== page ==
About the Project

The Esternay Project

Based upon resources provided by Catherine Hennequin-Libert  (Resource Associate) and research conducted by Carl Weiner, The Esternay Project is directed by Professors Carl Weiner and Scott Carpenter (Carleton College)  Professor Daniel Ringrose (Minot State University) and Associate Professor Lynn Sharp (Whitman College), with the  assistance of Carleton Digital Archivist Nat Wilson. The site is available for use by students, teachers and researchers.

The core of the collection is the familial, business, political and patronage correspondence of  three generations of Poirrier notaries and landowners who lived in the town of Esternay (Marne) about 100 km from Paris.  Jean François Poirrier, Louis François Poirrier and Louis Alfred Poirrier consecutively held office at the municipal, cantonal, departmental and  national level from the time of the French Revolution down to the death in 1898 of Alfred Poirrier.  Apart from the letters of  these men and the Poirrier women (Louise Eulalie Poirrier, Sophie Guillemain Poirrier and Denise Poirrier) and their friends and kin, the archive contains a selection from a much larger mass of notarial documents including the correspondence of  various clients of the notarial office of Alfred, his father and his grand-father . It includes items from  the documentary remains of Alfred's political and administrative career (at his death,  he was vice-president of the conseil départemental of the Marne and a sitting senator) which provide insights into the everyday workings of power and politics in the first three decades of the III Republic.  We believe the site can serve as a  window into the lives of French men and women as they lived through what was certainly one of the most tumultuous periods in their nation's history.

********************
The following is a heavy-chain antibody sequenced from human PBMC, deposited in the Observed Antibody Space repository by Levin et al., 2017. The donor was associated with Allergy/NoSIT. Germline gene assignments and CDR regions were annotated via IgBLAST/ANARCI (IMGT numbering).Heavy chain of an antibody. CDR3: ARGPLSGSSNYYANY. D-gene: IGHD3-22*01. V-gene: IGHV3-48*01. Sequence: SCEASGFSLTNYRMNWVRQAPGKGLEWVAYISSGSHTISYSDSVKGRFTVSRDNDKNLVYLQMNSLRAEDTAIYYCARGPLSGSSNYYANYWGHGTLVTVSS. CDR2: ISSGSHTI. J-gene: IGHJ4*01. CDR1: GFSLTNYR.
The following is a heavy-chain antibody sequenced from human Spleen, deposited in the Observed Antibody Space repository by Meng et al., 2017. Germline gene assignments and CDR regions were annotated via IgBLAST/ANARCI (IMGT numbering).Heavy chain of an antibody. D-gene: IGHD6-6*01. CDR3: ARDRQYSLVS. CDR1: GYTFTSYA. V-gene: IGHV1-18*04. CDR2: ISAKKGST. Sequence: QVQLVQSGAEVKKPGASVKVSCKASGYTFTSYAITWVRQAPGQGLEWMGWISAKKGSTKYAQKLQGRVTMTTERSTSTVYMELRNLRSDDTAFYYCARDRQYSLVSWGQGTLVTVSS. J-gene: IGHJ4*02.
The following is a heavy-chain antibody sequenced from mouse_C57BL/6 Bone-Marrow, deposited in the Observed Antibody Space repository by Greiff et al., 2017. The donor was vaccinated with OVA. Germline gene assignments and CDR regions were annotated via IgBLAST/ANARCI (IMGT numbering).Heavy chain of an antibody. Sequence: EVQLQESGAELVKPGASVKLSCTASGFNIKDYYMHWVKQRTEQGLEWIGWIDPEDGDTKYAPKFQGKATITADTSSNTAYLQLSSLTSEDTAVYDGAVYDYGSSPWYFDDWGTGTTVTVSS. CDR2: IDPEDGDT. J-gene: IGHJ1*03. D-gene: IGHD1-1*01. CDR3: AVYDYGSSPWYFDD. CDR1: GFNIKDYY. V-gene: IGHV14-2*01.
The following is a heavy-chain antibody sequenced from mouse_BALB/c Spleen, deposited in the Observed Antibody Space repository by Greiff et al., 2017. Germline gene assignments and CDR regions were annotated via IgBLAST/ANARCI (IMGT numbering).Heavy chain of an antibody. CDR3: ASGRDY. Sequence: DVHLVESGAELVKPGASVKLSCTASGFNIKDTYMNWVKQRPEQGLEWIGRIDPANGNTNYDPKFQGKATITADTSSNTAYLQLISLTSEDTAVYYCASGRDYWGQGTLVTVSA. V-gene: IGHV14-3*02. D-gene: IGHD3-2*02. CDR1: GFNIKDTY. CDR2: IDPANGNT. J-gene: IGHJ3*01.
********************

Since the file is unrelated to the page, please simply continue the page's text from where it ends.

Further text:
The project includes thousands of documents, clustered in various categories (see the Search the Archive page for details about the different series). In addition to over 1200 letters (of which approximately 900 are already transcribed, and many of these translated) of family correspondence, the archive includes thousands of business letters and other business or family documents.

The goals behind the project are multiple:

  • to make available to students and researchers a unique archive of personal and professional letters spanning nearly the entire nineteenth century.
  • to provide insights into private and professional life in provincial France, as well as oblique looks at so-called "big event" history, as viewed by minor players and spectators -- for example, in series of letters dealing with the revolutions of  1830 and 1848, or war, invasion and flight in 1814 as the first Bonaparte's empire crumbles or in 1870-71 as these catastrophes recur, this time with the siege of Paris, when the empire of  Napoleon III  suffers the same fate.
  • to attempt to create a unique cooperative of students and researchers. Many of the letters were transcribed and translated by undergraduates at Carleton College. It is our hope that other students and researchers will not just use the archive, but that they will want to participate in improving and expanding it. Hundreds of documents still need to be either transcribed or translated, and many translations require editing and annotation. (If you would like to request editorial access to the archive, please contact us.)